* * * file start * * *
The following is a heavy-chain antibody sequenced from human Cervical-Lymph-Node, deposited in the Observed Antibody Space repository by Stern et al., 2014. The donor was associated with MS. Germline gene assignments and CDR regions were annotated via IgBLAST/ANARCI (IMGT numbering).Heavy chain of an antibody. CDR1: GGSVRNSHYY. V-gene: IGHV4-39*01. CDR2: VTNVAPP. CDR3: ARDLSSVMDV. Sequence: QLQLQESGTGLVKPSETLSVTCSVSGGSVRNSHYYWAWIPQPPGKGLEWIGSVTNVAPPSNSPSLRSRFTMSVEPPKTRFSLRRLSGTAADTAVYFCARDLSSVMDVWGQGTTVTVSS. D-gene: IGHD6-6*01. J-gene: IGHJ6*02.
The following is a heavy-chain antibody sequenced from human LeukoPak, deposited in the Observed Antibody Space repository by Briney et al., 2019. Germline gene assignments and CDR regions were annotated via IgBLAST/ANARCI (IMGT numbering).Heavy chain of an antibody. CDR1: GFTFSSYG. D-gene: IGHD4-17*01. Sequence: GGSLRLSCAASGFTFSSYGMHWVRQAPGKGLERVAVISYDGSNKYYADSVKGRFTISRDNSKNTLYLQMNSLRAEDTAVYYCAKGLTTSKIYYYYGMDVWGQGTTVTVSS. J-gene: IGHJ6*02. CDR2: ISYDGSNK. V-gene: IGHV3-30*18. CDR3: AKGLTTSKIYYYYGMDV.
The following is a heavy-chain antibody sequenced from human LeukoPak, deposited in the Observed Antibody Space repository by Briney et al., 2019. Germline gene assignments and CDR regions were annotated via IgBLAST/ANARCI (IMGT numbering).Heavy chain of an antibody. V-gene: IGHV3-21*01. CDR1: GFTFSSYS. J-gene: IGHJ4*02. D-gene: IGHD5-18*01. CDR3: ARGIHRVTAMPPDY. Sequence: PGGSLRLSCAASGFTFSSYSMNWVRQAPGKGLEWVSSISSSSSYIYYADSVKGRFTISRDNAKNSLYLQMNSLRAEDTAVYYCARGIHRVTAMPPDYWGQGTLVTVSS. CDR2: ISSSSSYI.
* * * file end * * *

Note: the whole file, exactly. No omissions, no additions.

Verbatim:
The following is a heavy-chain antibody sequenced from human Cervical-Lymph-Node, deposited in the Observed Antibody Space repository by Stern et al., 2014. The donor was associated with MS. Germline gene assignments and CDR regions were annotated via IgBLAST/ANARCI (IMGT numbering).Heavy chain of an antibody. CDR1: GGSVRNSHYY. V-gene: IGHV4-39*01. CDR2: VTNVAPP. CDR3: ARDLSSVMDV. Sequence: QLQLQESGTGLVKPSETLSVTCSVSGGSVRNSHYYWAWIPQPPGKGLEWIGSVTNVAPPSNSPSLRSRFTMSVEPPKTRFSLRRLSGTAADTAVYFCARDLSSVMDVWGQGTTVTVSS. D-gene: IGHD6-6*01. J-gene: IGHJ6*02.
The following is a heavy-chain antibody sequenced from human LeukoPak, deposited in the Observed Antibody Space repository by Briney et al., 2019. Germline gene assignments and CDR regions were annotated via IgBLAST/ANARCI (IMGT numbering).Heavy chain of an antibody. CDR1: GFTFSSYG. D-gene: IGHD4-17*01. Sequence: GGSLRLSCAASGFTFSSYGMHWVRQAPGKGLERVAVISYDGSNKYYADSVKGRFTISRDNSKNTLYLQMNSLRAEDTAVYYCAKGLTTSKIYYYYGMDVWGQGTTVTVSS. J-gene: IGHJ6*02. CDR2: ISYDGSNK. V-gene: IGHV3-30*18. CDR3: AKGLTTSKIYYYYGMDV.
The following is a heavy-chain antibody sequenced from human LeukoPak, deposited in the Observed Antibody Space repository by Briney et al., 2019. Germline gene assignments and CDR regions were annotated via IgBLAST/ANARCI (IMGT numbering).Heavy chain of an antibody. V-gene: IGHV3-21*01. CDR1: GFTFSSYS. J-gene: IGHJ4*02. D-gene: IGHD5-18*01. CDR3: ARGIHRVTAMPPDY. Sequence: PGGSLRLSCAASGFTFSSYSMNWVRQAPGKGLEWVSSISSSSSYIYYADSVKGRFTISRDNAKNSLYLQMNSLRAEDTAVYYCARGIHRVTAMPPDYWGQGTLVTVSS. CDR2: ISSSSSYI.